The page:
Dr. Pamela Frank, licensed naturopathic practitioner in Toronto, indicates she’s seen new diagnoses provoked in patients by stressors including anything from a university dissertation triggering a sudden allergy to a cat a person had for years, to a divorce resulting in a sudden adult diagnosis of asthma. For other people, stressors as simple as winter weather can trigger an asthma attack. Although the situation may vary, the stress has a definite impact.
Current research at Ohio State University on stress and immunity showed participants with higher stress levels having greater or more prolonged allergy responses. A skin prick test showed those with greater anxiety having wheals (skin reactions) twice as big – 75 percent larger – after they were stressed, compared to when they weren’t, in addition to being four times more likely to have a stronger reaction to the test a day later. So, being stressed can cause persistent problems resulting in prolonged symptoms, such as allergies being worse the next day.
Integrative physician Isaac Eliaz, MD, LAc, MS describes the impact of stress on allergies as “triggered by overactive inflammatory-immune responses, and asthma is also related to inflammatory response.” He indicates that the response is aggravated by stress inducing hormones, such as cortisol, adrenalin and glucagons that once released into the bloodstream result in a spike in Insulin and IGF-1, which over time can lead to problems with immune functioning.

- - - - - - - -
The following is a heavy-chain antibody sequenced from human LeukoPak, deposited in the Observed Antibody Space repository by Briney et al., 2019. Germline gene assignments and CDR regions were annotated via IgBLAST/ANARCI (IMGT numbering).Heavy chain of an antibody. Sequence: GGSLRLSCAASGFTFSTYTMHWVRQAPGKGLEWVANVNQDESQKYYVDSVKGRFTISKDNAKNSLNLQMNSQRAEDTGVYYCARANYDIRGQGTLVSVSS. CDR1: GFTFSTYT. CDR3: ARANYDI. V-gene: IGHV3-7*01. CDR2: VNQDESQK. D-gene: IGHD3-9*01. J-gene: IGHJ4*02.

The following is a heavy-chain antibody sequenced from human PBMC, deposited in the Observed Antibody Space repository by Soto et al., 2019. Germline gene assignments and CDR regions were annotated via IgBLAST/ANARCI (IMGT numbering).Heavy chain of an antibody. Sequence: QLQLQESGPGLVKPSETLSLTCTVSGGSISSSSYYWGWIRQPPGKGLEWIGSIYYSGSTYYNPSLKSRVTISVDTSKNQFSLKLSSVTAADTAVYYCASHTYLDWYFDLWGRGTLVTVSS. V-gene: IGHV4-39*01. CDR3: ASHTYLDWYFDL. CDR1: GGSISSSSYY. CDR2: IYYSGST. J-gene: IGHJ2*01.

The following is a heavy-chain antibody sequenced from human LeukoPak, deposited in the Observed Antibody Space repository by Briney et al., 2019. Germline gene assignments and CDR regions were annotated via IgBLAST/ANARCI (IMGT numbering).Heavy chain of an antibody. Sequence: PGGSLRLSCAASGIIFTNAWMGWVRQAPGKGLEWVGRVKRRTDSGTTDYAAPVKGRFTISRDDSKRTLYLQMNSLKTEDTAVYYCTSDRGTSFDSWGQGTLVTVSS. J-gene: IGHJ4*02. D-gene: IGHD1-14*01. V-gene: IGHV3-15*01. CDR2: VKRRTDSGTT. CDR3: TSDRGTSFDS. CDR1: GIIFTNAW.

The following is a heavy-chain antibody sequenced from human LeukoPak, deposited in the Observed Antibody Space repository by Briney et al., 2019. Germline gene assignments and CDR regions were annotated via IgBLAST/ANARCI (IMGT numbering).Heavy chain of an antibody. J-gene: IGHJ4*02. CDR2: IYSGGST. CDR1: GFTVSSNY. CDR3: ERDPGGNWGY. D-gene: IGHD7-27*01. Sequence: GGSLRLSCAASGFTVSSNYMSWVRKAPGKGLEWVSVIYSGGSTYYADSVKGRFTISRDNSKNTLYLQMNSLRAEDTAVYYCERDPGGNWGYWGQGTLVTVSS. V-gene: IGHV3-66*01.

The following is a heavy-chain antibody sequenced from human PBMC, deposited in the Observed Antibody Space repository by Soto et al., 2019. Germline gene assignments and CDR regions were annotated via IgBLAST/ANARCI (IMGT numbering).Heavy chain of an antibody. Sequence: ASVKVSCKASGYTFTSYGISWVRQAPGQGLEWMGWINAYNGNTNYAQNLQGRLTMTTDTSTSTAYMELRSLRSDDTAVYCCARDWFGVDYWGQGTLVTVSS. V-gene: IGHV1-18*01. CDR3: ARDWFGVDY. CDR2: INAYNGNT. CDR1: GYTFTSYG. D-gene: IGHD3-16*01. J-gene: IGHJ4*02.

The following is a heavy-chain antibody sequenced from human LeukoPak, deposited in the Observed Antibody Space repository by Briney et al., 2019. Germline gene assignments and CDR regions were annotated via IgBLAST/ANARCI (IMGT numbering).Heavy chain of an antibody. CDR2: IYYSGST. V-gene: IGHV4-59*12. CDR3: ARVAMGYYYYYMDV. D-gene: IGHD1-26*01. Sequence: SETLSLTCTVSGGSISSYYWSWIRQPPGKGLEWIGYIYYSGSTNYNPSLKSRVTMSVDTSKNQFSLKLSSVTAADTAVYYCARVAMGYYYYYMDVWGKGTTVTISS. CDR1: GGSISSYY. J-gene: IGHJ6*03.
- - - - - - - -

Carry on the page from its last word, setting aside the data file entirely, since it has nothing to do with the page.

“These hormonal cascades contribute to inflammation and over time, high levels of these hormones degrade immune function and can lead to “dysregulation” of immunity,” says Eliaz. He indicates that this dysregulation can lead to “inappropriate” responses in the immune system found in allergies and other autoimmune issues, “where the immune system loses its regulatory mechanisms and begins to attack the body rather than foreign invaders.” And immediate or chronic stress can also cause inflammatory responses that can lead to asthma attacks.
The good news is that stress related allergy and asthma symptoms can be improved. Like a well-oiled machine, a little support can go a long way toward a healthier and calmer system.
Frank suggests that better immune regulation can be achieved through adrenal support. She says, “Adrenals produce corticosteroids that are similar to corticosteroid medications that patients with allergies and asthma often become dependent on.”
Support can include supplements such as B and C (B6 and C are natural anti-histamines), magnesium, zinc and potassium, and adaptogenic (rejuvenating) herbs like licorice, ginseng, rhodiola and ashwaghanda, indicates Frank. She adds, “Anti-inflammatory herbs like turmeric can also help alleviate asthma. Quercetin is a bioflavonoid that helps allergies. Probiotics can be used to moderate the immune system. And vitamin A is important for the health of mucous membranes.” Also, exercise – the great stress buster – burns off the hormones released by stress.
According to Eliaz, relaxation techniques, such as meditation, deep breathing, and yoga or Tai Chi can also help lower stress and the inflammation responses it can trigger. He adds, “Studies have shown these practices to be beneficial in reducing cortisol, increasing oxygenation, strengthening and regulating immunity and improving mental and emotional well being.”
Healthy responses to stress support a strong immune system and adrenal function, with greater regularity and less inflammation and other damaging effects. The stronger the system, the greater the protection you’ll have against unwanted allergy and asthma symptoms.
Cheryl Patterson has a B.A. in Psychology and has researched the area of stress for over ten years. For more on Cheryl visit www.cherylpatterson.ca.